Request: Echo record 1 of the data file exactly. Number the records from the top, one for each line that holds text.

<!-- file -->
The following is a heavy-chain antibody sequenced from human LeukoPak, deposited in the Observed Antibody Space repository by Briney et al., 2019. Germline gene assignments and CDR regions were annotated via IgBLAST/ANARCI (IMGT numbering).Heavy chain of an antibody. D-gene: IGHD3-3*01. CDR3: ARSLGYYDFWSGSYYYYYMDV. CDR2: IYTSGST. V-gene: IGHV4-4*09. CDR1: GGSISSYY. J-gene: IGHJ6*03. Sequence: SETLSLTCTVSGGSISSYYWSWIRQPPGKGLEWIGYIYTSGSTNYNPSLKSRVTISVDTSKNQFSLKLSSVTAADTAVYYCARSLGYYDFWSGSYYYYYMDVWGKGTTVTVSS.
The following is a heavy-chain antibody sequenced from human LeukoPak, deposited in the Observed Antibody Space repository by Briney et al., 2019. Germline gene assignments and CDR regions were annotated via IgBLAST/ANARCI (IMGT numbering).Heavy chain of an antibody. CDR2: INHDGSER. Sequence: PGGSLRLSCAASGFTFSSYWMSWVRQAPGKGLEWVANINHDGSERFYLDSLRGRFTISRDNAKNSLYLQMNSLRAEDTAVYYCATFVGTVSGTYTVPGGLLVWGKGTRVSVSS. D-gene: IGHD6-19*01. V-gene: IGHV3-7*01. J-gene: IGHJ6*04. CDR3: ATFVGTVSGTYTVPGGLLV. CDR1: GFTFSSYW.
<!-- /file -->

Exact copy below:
The following is a heavy-chain antibody sequenced from human LeukoPak, deposited in the Observed Antibody Space repository by Briney et al., 2019. Germline gene assignments and CDR regions were annotated via IgBLAST/ANARCI (IMGT numbering).Heavy chain of an antibody. D-gene: IGHD3-3*01. CDR3: ARSLGYYDFWSGSYYYYYMDV. CDR2: IYTSGST. V-gene: IGHV4-4*09. CDR1: GGSISSYY. J-gene: IGHJ6*03. Sequence: SETLSLTCTVSGGSISSYYWSWIRQPPGKGLEWIGYIYTSGSTNYNPSLKSRVTISVDTSKNQFSLKLSSVTAADTAVYYCARSLGYYDFWSGSYYYYYMDVWGKGTTVTVSS.